Hilton Head, SC – Oct. 30, 2019 – The Oklahoma Department of Wildlife Conservation (ODWC) has received the 2019 Diversity Outreach and Education Award from the Southeastern Association of Fish and Wildlife Agencies (SEAFWA) at their annual meeting in Hilton Head, South Carolina this week. The Oklahoma agency was recognized for forging fruitful partnerships to introduce students from diverse backgrounds to the outdoors through fishing.
“At a time when young people in cities are increasingly disconnected from nature and the outdoors, especially those from diverse backgrounds who may lack access or opportunity for time in nature, the Oklahoma Department of Wildlife Conservation is providing a model for many other organizations facing similar challenges across our nation,” said J. D. Strong, ODWC Executive Director.
In 2017 the Department partnered with the Paul George Foundation to help introduce the Oklahoma Fishing in the Schools Program into more urban classrooms. In addition to being a professional basketball player (formerly with the Oklahoma City Thunder), George is also an avid angler. Since 2011, the Fishing in the Schools Program had recruited nearly 400 schools, and George saw a way to use this established platform to reach more diverse urban audiences.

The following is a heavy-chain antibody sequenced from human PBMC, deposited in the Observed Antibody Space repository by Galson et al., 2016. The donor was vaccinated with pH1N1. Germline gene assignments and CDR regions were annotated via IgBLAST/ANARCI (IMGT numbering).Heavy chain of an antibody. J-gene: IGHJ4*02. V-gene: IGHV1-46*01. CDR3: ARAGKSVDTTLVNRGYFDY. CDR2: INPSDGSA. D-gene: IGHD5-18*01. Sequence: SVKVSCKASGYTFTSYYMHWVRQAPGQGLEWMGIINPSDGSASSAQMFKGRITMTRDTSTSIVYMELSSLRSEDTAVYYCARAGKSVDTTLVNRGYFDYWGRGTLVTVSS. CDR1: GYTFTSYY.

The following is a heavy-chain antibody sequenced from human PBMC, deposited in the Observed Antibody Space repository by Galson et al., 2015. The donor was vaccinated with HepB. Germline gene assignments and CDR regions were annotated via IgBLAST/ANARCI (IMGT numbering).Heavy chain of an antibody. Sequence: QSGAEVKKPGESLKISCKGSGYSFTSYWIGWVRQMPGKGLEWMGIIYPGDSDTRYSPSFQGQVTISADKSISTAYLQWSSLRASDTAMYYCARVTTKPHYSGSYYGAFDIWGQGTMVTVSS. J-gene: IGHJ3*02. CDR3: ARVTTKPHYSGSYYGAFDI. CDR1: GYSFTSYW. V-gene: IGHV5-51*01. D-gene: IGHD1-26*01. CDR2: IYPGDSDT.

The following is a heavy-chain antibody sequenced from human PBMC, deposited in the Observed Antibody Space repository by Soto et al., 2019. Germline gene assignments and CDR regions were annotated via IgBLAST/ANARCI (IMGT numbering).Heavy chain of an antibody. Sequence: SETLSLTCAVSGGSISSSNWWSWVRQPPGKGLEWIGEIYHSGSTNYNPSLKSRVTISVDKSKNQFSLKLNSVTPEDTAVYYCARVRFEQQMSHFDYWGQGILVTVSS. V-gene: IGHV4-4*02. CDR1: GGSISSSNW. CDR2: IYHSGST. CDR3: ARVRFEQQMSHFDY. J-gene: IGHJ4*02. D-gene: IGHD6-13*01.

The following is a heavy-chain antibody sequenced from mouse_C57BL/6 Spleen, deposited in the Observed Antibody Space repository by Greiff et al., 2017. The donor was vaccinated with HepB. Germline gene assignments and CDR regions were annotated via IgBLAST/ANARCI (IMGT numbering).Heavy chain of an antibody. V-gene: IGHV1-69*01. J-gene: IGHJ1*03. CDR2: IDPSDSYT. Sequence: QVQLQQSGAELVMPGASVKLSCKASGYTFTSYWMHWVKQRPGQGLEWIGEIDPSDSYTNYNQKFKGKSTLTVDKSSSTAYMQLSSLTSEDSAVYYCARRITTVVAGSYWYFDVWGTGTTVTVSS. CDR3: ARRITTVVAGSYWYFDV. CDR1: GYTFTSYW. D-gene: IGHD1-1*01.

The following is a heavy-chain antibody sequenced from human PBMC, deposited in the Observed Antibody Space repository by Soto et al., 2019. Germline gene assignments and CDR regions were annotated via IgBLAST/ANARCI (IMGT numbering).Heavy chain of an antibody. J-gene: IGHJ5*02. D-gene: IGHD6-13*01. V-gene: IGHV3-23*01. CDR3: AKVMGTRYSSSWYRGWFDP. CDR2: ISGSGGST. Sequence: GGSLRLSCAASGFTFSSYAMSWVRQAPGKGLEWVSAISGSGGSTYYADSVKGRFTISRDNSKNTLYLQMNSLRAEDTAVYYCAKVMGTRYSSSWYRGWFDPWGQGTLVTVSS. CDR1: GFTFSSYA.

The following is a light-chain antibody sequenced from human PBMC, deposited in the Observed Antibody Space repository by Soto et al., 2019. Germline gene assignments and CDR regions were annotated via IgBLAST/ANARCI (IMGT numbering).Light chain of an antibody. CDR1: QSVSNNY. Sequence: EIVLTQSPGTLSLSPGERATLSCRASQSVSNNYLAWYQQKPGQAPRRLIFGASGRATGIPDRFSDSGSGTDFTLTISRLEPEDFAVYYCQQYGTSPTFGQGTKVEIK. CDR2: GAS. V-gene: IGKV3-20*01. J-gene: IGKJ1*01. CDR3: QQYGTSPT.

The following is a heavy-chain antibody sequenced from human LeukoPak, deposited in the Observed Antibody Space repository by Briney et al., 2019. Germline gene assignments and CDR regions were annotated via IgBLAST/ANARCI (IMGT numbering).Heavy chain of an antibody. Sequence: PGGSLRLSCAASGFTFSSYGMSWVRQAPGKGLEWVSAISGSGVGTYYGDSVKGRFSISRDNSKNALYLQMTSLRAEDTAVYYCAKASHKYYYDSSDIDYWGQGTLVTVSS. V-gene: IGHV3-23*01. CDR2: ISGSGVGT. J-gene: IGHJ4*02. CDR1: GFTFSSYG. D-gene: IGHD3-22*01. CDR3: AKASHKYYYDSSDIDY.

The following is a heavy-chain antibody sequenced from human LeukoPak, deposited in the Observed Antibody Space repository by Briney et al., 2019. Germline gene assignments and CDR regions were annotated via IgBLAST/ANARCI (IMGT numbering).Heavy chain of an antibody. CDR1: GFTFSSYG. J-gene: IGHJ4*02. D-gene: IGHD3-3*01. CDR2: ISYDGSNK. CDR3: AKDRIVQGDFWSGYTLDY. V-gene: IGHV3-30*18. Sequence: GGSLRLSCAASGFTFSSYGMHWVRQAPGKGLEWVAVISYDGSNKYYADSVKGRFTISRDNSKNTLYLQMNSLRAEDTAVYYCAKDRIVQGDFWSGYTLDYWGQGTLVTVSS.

The Department and the foundation picked 13 new schools in the Oklahoma City metro area to be part of the new PG13 fishing program. Teachers received training to teach the Fishing in the Schools Program in their classrooms. The 13 schools also received tickets to an Oklahoma City Thunder basketball game from the Paul George Foundation—students got a chance at a ticket by writing essays on what they love about the outdoors. The partnership grew in 2018-2019, with the foundation providing $8,000 to cover transportation costs for participating schools.